Roger Stone would like you to know that Saturday Night Live is the real threat to his fair trial — not his alleged violation of the judge’s gag order with vitriolic posts on Facebook and Instagram.
The longtime Trump advisor’s “lonely voice” runs little risk of biasing his jury compared to the avalanche of “hostile” media coverage he’s received, Stone’s lawyers argued in a filing Thursday evening, adding his posts aren’t actually “statements” of the kind forbidden by the judge, anyway.
“Of more concern should be the Washington Post’s unrelenting coverage of Roger Stone,” the lawyers wrote, pointing to the jury-biasing potential of the “comedic portrayal of Roger Stone by Steve Martin on Saturday Night Live which satirically portrayed Stone as a caricature of himself.”
Stone better hope the judge buys it. If she doesn’t, he may end up spending the coming months in jail awaiting the outcome of his November trial on charges of lying to Congress brought by Special Counsel Robert Mueller in his Russia investigation.
Prosecutors accused Stone of violating his gag order last week, forwarding screenshots of his Facebook and Instagram feeds to Judge Amy Berman Jackson. Stone, they said, appeared to be pushing media outlets to cover subjects related to his case, and had called on former CIA director John Brennan, an outspoken Trump critic, to be “hung” for treason.
His freedom may now rest on whether Judge Jackson agrees that his Instagram and Facebook activity don’t violate her order against making “statements to the media or in public settings about the Special Counsel’s investigation or this case.”
But what are “statements,” anyway?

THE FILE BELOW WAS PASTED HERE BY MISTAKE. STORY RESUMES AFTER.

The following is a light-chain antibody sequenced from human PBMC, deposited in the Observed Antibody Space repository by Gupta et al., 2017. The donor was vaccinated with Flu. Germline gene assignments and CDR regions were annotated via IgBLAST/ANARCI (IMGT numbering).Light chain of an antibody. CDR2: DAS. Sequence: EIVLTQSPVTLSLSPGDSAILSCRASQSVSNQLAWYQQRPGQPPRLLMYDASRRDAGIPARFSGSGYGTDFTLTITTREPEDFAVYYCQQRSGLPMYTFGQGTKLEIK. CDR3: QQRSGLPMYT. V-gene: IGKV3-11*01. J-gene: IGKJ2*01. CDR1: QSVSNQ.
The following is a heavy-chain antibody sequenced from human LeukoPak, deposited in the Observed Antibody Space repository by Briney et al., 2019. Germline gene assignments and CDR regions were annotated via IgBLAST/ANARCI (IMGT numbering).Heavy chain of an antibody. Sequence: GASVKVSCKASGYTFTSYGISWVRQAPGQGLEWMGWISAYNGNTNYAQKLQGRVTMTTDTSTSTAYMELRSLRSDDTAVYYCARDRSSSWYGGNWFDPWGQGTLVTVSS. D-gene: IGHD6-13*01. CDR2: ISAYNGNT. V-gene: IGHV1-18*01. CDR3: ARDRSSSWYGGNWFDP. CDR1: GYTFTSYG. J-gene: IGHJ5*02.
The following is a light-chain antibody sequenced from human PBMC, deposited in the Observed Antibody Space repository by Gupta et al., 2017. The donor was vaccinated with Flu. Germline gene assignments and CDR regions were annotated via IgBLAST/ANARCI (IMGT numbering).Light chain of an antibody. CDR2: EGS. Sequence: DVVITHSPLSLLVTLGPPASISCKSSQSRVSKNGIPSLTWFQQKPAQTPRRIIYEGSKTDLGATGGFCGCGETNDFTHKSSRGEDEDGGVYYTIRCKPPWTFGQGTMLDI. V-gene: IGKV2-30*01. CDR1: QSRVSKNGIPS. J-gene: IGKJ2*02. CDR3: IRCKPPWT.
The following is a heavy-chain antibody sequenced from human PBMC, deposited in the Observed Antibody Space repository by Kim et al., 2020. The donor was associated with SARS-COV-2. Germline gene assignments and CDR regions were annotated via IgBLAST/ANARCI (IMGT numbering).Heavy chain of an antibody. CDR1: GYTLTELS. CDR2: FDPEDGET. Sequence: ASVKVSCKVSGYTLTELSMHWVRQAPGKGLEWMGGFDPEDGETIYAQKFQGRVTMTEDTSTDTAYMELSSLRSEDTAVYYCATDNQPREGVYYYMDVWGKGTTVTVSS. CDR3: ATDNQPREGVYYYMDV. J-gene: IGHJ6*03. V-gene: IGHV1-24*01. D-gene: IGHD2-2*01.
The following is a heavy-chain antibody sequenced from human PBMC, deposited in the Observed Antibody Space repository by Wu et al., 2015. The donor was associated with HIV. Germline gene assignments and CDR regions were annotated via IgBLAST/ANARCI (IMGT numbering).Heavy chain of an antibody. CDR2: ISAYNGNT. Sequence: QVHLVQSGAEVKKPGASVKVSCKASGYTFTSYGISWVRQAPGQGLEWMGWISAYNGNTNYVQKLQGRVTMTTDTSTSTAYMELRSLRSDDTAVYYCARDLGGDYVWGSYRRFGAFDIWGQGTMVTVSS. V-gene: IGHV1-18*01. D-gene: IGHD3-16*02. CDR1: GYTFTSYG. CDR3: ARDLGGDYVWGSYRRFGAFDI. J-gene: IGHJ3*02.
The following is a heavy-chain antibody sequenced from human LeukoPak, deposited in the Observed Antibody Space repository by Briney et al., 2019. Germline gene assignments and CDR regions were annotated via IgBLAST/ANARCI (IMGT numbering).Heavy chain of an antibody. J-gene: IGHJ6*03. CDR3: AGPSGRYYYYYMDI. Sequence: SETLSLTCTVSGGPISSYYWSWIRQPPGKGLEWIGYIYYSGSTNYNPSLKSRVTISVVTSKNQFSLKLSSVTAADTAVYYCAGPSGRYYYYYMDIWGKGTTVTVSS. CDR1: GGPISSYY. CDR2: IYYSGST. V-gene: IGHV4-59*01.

Stone’s lawyers argued Thursday that his posts didn’t violate the gag order because they “are not ‘statements.’”
To prove their point, they went through his recent social media activity line-by-line.
On June 18, Stone mentioned an article from the website True Pundit that raised skepticism about Mueller’s findings, and asked “where is” similar coverage from The Washington Post, The Wall Street Journal and CNN.
“The statement about the Special Counsel’s investigation was made by True Pundit, not Stone,” his lawyers wrote. “Stone’s ‘But where[s]’ were not ‘statements … about the Special Counsel’s investigation.’ They were an inquiry relating to the absence of interest in the True Pundit story.”
The lawyers also noted that in Stone’s post calling for Brennan to be hung, “no comment was made by Stone about the ‘case’ or about the ‘investigation.’”
Unfortunately for Stone, his lawyers’ defense doesn’t look so hot, said Barbara McQuade, Detroit’s former U.S. Attorney.
“These are very weak arguments,” McQuade told VICE News. “Stone’s lawyers find themselves in the very unenviable position of trying to defend conduct that appears indefensible in light of the gag order.”
But even if Judge Jackson decides Stone’s posts were over the line, she may reach for punishments short of revoking his bail, McQuade said.
Such measures could include banning Stone from using social media altogether, while she previously allowed him to raise funds for his legal defense fund.
“It’s quite possible that she’s fed up,” McQuade said. “She already gave him a second chance. I’d be surprised if he gets a third.”
Cover: Roger Stone, former campaign adviser for President Donald Trump, waves as he arrives at federal court for a hearing, Tuesday, April 30, 2019, in Washington. (AP Photo/Patrick Semansky)